BrainTrust Query: Is Klout the New Kredit Score?

Mar 19, 2012

Through a special arrangement, presented here for discussion is a summary of a current article from the Retail Prophet Consulting blog.

Celebrities have long been known to receive special treatment — the best seats in the house, front of the line access to the hippest clubs and healthy discounts on the things they buy. Now, social networks have given rise to a new breed of celebrity — the influencer.

For businesses, identifying and connecting with influencers has never been easier than it is today. Rating system Klout, for example, ranks users by the size and engagement level of their social/professional network. Based on this, it calculates what it calls a Klout score — a measure of the user’s overall influence across specific topics — which could include anything from business to religion and everything in between. While Klout’s accuracy is a topic of hot debate, most can agree that it’s at least directionally indicative of one’s online swagger. Other networks like Twitter, make it simple to see who commands the greatest following within a certain topic area.

It’s not unusual for retailers to reward their biggest spenders with special perks and privileges. Now they’re waking up to the potential that influencers possess to get others to buy as well. For example, online retailer Gilt Groupe recently announced an offer giving Klout users special discounts proportionate to their Klout score. Similarly, California fashion retailer Volga Verdi offered customers specific discounts based on the size of their social network — more friends, bigger discount. All of this is in an effort, of course, to get these same influencers to evangelize their brand to flocks of fans, followers and friends.

It’s far too early in the game to determine precisely how effective these kinds of promotions are, but there are also some inherent risks. First among these may be quite simply recognizing and rewarding the wrong people. The size of someone’s network is not always the most accurate gauge of influence. Most experts agree that the absolute number of followers is relatively less important than the percentage of those followers that actually do what the influencer recommends or endorses.

But there also remains a social component to all this that we shouldn’t lose sight of. If this marketing approach becomes pervasive (and it probably will, at least for a while), it runs the risk of undermining much of the inherent spirit of social networking — that it’s social, not commercial. Already in social networks, some users are suspiciously indiscriminant in their efforts to connect and gather followers. Their motivation is questionable. Imagine having good reason to believe that these requests for connection are merely a means to a higher discount or more free stuff.

I suppose if there’s a moral question here, it’s this: are we conceivably turning "friends" into little more than bargaining chips for a better deal? Human coupons waiting for redemption?

Discussion Questions: What value do you place on targeting influencers across social networks? Does targeting influencers in this way risk perverting the “social” aspects of social networks and lead to a backlash for businesses who pursue it?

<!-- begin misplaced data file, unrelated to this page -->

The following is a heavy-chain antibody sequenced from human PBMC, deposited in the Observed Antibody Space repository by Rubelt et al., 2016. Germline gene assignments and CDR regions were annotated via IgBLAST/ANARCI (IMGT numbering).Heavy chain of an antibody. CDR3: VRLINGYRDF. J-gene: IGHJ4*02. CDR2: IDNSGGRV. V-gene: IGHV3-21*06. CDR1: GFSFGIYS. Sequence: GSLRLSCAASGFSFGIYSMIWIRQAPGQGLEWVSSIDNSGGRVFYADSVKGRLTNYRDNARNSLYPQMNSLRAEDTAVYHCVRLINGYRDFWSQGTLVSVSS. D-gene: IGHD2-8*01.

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14 Comments on "BrainTrust Query: Is Klout the New Kredit Score?"

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Max Goldberg

Targeting influencers is an age-old marketing tactic. Social media simply presents a way to reach more people faster. Tupperware parties and coffees for political candidates all tapped into social networks by using an individual as a hub for reaching others.

Marketers are always going to try to reach consumers. It’s up to the consumer to determine if she wants to expose her network to commercial messages. If someone opts to use her network for commercial purposes, her friends can opt out. If enough opt out, a clear message is sent.

David Biernbaum

Recognizing and targeting The Influencer is one of the most key and dynamic components to promote and elevate your brand. However, you are not alone in trying to make this happen. “Everybody’s doing it.” I work closely with my client companies to show them how! It’s important to know and realize that influencers are not always big time celebrities and in most cases, they are not celebrities at all.

Ian Percy

With Hollywood celebrities, everyone knows they get paid to endorse products and read the teleprompter. We don’t really believe Robert Wagner or Fred Thompson have a reverse mortgage for example, that either is a mortgage expert, or that they care.

The “influencers” will be known solely for what they influence which could be a huge advantage IF “integrity” goes along with it. In this case integrity means they would say the same thing about a product independent of whether they are paid or not. Will that happen? Only for about a week and then the smell of money will compromise pretty well everything. We may not be for sale but pretty well all of us are for rent.

This is not likely to happen outside of Consumer Reports, but when an influencer tells us what not to buy as well as what to buy, then we’ll be on to something. “Influence Integrity” is the score we need to establish. Wonder if the url is available! Hey…I thought of it first!

Adrian Weidmann

Beware of targeting influencers across social networks! Even within professional social networks, there are those ‘influencers’ that have use the emergence of social networks to develop and amplify their voice but their direct experience and opinions are either limited or ‘for sale’. In my sector for example, those of us that have been immersed in this sector know there are a number of individuals that openly ‘sell’ their opinion to willing vendors and leverage their voice and opinion as neutral journalism. Brands that target these influencers may find themselves on the wrong end of this dialog.